'Unexpectedly poignant and charming'
Zach Hughes
17:47 20th January 2020

More about:

Andy Shauf is no stranger to a concept album. In 2016, he released his breakthrough record, The Party, which was drew inspiration from different attendees of a party. The Saskatchewan-raised musician established himself as an artist with a concrete knack for creating immersive and enriched characters through his lyricism. 

For Toronto-based Shauf’s fifth album, The Neon Skyline, we follow him on an evening with friends at a bar in his local city. Over the course of the album’s narrative, Shauf discovers his ex-girlfriend is back in town and (to little surprise) she eventually shows up. On the surface, this may sound like a relatively mundane affair. However, the resultant album is actually an unexpectedly poignant and charming exploration on everything from relationships and destructive cycles, to reincarnation and the ability to move on. 

In a continuation of his craft, Andy Shauf wrote, produced and performed every track on The Neon Skyline. Departing from the piano-centric sound of its predecessor, the composition puts the guitar front and centre. There are two key aspects that elevate the overarching folk-rock aesthetic of the album. The presence of Shauf’s clarinet playing on tracks like ‘Thirteen Hours’ and ‘Where Are You Judy’ introduces a jazzy warmth and depth that reminds me of Tom Waits’ Closing Time. The second addition is the use of Shauf’s spring reverb pedal for his guitar, which creates an entirely welcome psychedelic dimension to the playing, particularly on the closing track ‘Changer’.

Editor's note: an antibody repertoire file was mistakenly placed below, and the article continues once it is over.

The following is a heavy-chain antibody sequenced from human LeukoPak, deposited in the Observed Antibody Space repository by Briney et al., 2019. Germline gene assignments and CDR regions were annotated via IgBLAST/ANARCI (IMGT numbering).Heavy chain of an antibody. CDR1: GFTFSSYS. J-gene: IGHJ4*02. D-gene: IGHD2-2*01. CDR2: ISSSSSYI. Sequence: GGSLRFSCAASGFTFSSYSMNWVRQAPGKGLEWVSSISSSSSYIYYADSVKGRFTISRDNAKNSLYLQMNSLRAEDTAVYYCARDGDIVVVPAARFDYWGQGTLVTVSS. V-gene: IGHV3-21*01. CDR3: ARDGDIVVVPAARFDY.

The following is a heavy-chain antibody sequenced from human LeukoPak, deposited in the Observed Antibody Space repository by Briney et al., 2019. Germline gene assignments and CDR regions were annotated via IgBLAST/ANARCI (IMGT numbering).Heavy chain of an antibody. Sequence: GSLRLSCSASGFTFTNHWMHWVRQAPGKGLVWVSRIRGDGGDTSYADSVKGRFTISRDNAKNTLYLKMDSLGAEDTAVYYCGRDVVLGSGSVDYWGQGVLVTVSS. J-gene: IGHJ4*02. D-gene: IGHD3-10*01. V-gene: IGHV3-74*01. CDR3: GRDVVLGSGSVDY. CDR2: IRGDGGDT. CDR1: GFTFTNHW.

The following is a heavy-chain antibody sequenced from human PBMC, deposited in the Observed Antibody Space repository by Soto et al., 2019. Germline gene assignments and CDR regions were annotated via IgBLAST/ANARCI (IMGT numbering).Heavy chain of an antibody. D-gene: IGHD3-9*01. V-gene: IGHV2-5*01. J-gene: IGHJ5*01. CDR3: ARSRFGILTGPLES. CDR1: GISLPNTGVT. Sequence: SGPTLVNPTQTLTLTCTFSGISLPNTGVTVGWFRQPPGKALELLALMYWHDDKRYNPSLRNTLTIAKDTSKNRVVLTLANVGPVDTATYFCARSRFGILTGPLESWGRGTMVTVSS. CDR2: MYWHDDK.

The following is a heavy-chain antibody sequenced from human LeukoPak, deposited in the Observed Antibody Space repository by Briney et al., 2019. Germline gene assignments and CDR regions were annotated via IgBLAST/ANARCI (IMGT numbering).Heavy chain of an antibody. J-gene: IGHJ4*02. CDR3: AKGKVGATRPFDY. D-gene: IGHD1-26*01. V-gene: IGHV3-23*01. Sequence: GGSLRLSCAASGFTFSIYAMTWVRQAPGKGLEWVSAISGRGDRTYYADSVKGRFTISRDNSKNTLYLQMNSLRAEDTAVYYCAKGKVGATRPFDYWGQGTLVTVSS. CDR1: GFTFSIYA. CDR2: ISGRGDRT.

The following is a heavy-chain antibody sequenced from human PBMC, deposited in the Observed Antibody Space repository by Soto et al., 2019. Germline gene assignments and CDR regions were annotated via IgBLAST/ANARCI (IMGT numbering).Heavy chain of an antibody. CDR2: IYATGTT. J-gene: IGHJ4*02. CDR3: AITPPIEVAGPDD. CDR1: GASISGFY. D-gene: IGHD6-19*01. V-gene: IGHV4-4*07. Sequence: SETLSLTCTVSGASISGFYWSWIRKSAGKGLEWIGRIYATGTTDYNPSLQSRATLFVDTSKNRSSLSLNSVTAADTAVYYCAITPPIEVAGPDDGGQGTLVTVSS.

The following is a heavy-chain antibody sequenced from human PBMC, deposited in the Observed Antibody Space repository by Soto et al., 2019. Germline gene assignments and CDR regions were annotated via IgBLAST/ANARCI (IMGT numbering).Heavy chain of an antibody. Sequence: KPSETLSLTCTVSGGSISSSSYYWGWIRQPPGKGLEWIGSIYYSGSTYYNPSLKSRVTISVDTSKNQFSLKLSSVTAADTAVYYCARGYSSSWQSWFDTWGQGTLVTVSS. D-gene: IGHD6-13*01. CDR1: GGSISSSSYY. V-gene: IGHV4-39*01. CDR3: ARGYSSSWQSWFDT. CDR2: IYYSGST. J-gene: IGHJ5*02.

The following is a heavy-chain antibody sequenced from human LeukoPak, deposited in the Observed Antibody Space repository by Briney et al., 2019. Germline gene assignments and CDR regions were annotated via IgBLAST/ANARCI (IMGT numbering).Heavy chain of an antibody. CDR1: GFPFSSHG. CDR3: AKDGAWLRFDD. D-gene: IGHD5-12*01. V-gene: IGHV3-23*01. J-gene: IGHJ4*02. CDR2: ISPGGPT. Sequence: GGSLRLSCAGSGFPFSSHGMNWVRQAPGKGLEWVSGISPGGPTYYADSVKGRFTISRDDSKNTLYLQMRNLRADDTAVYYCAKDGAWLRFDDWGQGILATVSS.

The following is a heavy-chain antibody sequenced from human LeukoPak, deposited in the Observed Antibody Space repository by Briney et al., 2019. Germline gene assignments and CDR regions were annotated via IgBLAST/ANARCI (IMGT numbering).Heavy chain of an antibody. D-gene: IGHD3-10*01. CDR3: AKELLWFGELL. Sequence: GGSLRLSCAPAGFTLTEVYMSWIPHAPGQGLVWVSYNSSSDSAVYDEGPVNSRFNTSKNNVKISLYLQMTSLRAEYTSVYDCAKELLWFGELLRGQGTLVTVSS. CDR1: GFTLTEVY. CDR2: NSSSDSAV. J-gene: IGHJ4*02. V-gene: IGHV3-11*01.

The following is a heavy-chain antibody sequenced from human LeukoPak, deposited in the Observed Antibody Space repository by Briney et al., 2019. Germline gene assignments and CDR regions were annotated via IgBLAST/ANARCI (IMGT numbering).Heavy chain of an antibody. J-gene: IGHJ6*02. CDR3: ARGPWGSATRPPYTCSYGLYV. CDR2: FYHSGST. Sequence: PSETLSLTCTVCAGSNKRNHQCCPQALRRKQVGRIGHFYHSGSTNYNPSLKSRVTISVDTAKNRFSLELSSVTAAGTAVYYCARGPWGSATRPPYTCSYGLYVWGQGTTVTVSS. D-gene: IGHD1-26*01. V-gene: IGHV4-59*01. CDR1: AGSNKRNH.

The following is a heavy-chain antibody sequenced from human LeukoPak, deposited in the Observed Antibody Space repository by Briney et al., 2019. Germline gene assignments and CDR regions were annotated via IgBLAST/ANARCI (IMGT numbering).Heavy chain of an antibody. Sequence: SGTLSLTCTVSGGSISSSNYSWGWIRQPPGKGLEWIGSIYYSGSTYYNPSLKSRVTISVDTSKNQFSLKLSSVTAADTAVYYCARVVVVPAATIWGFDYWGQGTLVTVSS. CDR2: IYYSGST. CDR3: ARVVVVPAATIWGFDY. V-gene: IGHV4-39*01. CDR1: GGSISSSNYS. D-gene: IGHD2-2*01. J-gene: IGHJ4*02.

What makes this a cut above album, though, is the richness of the lyrics, which take those fleeting moments of conversation in life and creates beautiful reflections on the human condition. A sense of journey is established early-on in the opening track, as Shauf encourages his friend Charlie (and the listener) to join him at the local bar, where he’ll be “washing his sins away”. When Charlie does eventually join him, Shauf offers an afterthought to which everyone can relate, singing, “I’m [just] wasting time… sometimes there’s no better feeling than that.” 

Shauf’s relationship with his ex-girlfriend Judy is dissected throughout the record, alongside the processes we all go through when experiencing a reunion with a past lover. On ‘Fire Truck’, after riling his ex, Shauf surmises that, "sometimes I feel like I should never speak again”. It’s an articulation on the type of toe-curling cringe that anyone who’s ever had an alcohol-induced conversation with an ex is likely able to relate to.

It’s these recurrent musings that underline the accessible poignance of the album. On ‘The Living Room’, after listening to his friend Claire discuss her own repetition of a bad parenting habit that’s been passed on from her father, Shauf and Charlie reflect that it feels like they had “accidentally walked into some stranger’s living room”. As a listener, this is often how it feels as you venture your way through the album. 

Shauf has a brilliant ability to create a wholesome narrative that is rich with colourful and complex characters. The Neon Skyline makes you passenger to a bunch of strangers on a night out in Toronto. The outcome is a charming observation of life’s subtler moments of humanity. 

The Neon Skyline is released on 24 January 2020 on ANTI-. 

More about: